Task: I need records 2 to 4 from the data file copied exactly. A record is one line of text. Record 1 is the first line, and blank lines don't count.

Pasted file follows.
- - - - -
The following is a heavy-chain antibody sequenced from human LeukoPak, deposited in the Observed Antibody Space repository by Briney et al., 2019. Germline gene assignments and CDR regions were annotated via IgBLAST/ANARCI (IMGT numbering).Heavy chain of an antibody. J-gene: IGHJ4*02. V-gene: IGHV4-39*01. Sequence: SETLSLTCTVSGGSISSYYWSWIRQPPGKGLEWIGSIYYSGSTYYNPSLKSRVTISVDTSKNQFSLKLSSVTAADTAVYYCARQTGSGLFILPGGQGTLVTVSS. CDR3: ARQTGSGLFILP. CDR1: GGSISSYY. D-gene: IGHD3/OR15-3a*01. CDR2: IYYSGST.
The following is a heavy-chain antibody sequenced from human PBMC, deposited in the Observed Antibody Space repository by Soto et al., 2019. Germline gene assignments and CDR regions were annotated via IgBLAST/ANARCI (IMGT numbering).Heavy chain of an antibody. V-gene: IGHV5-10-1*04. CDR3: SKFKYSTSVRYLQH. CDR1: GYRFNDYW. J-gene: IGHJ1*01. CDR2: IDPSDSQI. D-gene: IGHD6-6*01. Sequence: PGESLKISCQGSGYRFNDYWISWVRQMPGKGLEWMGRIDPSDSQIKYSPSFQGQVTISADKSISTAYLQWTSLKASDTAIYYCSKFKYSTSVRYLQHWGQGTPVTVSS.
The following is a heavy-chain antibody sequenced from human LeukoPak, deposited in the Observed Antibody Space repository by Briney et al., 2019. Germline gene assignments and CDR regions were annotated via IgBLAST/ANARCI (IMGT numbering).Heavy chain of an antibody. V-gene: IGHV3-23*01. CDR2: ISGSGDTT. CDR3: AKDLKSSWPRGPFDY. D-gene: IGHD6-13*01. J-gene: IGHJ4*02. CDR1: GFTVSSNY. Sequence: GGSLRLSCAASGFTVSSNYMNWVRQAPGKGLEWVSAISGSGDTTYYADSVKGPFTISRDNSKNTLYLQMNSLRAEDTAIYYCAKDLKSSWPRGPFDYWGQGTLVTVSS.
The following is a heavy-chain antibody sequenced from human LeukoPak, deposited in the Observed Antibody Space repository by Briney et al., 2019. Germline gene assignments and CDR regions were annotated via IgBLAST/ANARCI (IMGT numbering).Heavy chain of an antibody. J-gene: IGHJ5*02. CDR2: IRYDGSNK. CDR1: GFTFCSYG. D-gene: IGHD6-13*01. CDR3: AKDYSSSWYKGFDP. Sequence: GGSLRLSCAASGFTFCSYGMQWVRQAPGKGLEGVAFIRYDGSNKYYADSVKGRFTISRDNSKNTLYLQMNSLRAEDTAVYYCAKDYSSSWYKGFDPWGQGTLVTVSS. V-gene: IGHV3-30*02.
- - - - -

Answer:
The following is a heavy-chain antibody sequenced from human PBMC, deposited in the Observed Antibody Space repository by Soto et al., 2019. Germline gene assignments and CDR regions were annotated via IgBLAST/ANARCI (IMGT numbering).Heavy chain of an antibody. V-gene: IGHV5-10-1*04. CDR3: SKFKYSTSVRYLQH. CDR1: GYRFNDYW. J-gene: IGHJ1*01. CDR2: IDPSDSQI. D-gene: IGHD6-6*01. Sequence: PGESLKISCQGSGYRFNDYWISWVRQMPGKGLEWMGRIDPSDSQIKYSPSFQGQVTISADKSISTAYLQWTSLKASDTAIYYCSKFKYSTSVRYLQHWGQGTPVTVSS.
The following is a heavy-chain antibody sequenced from human LeukoPak, deposited in the Observed Antibody Space repository by Briney et al., 2019. Germline gene assignments and CDR regions were annotated via IgBLAST/ANARCI (IMGT numbering).Heavy chain of an antibody. V-gene: IGHV3-23*01. CDR2: ISGSGDTT. CDR3: AKDLKSSWPRGPFDY. D-gene: IGHD6-13*01. J-gene: IGHJ4*02. CDR1: GFTVSSNY. Sequence: GGSLRLSCAASGFTVSSNYMNWVRQAPGKGLEWVSAISGSGDTTYYADSVKGPFTISRDNSKNTLYLQMNSLRAEDTAIYYCAKDLKSSWPRGPFDYWGQGTLVTVSS.
The following is a heavy-chain antibody sequenced from human LeukoPak, deposited in the Observed Antibody Space repository by Briney et al., 2019. Germline gene assignments and CDR regions were annotated via IgBLAST/ANARCI (IMGT numbering).Heavy chain of an antibody. J-gene: IGHJ5*02. CDR2: IRYDGSNK. CDR1: GFTFCSYG. D-gene: IGHD6-13*01. CDR3: AKDYSSSWYKGFDP. Sequence: GGSLRLSCAASGFTFCSYGMQWVRQAPGKGLEGVAFIRYDGSNKYYADSVKGRFTISRDNSKNTLYLQMNSLRAEDTAVYYCAKDYSSSWYKGFDPWGQGTLVTVSS. V-gene: IGHV3-30*02.